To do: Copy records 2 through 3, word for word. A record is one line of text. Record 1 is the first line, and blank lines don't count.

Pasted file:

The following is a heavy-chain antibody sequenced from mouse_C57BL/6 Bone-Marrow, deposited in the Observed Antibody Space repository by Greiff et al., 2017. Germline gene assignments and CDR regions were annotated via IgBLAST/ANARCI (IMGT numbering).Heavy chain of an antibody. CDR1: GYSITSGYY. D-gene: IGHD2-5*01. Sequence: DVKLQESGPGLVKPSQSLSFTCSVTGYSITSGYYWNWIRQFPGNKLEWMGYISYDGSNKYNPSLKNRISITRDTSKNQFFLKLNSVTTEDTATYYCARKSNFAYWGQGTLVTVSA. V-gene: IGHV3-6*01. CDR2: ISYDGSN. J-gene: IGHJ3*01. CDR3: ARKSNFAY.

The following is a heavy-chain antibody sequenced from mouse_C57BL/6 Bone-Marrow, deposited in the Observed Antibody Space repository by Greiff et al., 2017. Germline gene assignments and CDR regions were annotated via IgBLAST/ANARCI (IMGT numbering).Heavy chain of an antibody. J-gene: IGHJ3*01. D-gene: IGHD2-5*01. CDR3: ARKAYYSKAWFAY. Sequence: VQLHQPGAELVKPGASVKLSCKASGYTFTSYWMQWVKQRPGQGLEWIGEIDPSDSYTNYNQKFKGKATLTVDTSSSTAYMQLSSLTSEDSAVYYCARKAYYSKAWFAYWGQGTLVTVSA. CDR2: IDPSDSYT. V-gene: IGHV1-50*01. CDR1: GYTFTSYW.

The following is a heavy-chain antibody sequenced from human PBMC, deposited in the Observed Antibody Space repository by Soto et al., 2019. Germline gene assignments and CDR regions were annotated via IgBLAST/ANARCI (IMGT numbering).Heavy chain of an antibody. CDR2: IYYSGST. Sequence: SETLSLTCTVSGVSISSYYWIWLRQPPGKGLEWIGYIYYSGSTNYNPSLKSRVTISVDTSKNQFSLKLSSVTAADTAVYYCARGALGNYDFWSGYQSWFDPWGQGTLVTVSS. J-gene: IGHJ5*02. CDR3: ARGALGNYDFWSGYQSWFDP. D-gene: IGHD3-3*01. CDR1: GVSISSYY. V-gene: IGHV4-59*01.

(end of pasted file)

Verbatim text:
The following is a heavy-chain antibody sequenced from mouse_C57BL/6 Bone-Marrow, deposited in the Observed Antibody Space repository by Greiff et al., 2017. Germline gene assignments and CDR regions were annotated via IgBLAST/ANARCI (IMGT numbering).Heavy chain of an antibody. J-gene: IGHJ3*01. D-gene: IGHD2-5*01. CDR3: ARKAYYSKAWFAY. Sequence: VQLHQPGAELVKPGASVKLSCKASGYTFTSYWMQWVKQRPGQGLEWIGEIDPSDSYTNYNQKFKGKATLTVDTSSSTAYMQLSSLTSEDSAVYYCARKAYYSKAWFAYWGQGTLVTVSA. CDR2: IDPSDSYT. V-gene: IGHV1-50*01. CDR1: GYTFTSYW.

The following is a heavy-chain antibody sequenced from human PBMC, deposited in the Observed Antibody Space repository by Soto et al., 2019. Germline gene assignments and CDR regions were annotated via IgBLAST/ANARCI (IMGT numbering).Heavy chain of an antibody. CDR2: IYYSGST. Sequence: SETLSLTCTVSGVSISSYYWIWLRQPPGKGLEWIGYIYYSGSTNYNPSLKSRVTISVDTSKNQFSLKLSSVTAADTAVYYCARGALGNYDFWSGYQSWFDPWGQGTLVTVSS. J-gene: IGHJ5*02. CDR3: ARGALGNYDFWSGYQSWFDP. D-gene: IGHD3-3*01. CDR1: GVSISSYY. V-gene: IGHV4-59*01.